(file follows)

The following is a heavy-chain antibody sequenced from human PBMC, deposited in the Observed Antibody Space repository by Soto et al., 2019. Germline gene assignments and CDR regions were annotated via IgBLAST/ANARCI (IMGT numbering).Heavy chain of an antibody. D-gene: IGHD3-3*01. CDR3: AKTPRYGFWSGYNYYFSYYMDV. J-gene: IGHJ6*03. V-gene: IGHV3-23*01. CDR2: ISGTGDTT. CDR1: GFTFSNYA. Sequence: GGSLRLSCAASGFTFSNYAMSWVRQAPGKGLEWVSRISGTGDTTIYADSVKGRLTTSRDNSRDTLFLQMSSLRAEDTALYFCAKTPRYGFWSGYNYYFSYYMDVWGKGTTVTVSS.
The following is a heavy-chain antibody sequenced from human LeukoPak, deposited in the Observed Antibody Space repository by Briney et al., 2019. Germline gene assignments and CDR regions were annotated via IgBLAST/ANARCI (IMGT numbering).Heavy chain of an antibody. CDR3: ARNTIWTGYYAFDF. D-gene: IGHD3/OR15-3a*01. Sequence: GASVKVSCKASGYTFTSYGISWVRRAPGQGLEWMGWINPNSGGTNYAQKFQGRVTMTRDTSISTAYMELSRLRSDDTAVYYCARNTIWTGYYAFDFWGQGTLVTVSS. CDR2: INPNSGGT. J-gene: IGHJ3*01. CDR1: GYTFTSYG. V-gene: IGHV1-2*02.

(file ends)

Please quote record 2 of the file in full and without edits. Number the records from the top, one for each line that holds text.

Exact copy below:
The following is a heavy-chain antibody sequenced from human LeukoPak, deposited in the Observed Antibody Space repository by Briney et al., 2019. Germline gene assignments and CDR regions were annotated via IgBLAST/ANARCI (IMGT numbering).Heavy chain of an antibody. CDR3: ARNTIWTGYYAFDF. D-gene: IGHD3/OR15-3a*01. Sequence: GASVKVSCKASGYTFTSYGISWVRRAPGQGLEWMGWINPNSGGTNYAQKFQGRVTMTRDTSISTAYMELSRLRSDDTAVYYCARNTIWTGYYAFDFWGQGTLVTVSS. CDR2: INPNSGGT. J-gene: IGHJ3*01. CDR1: GYTFTSYG. V-gene: IGHV1-2*02.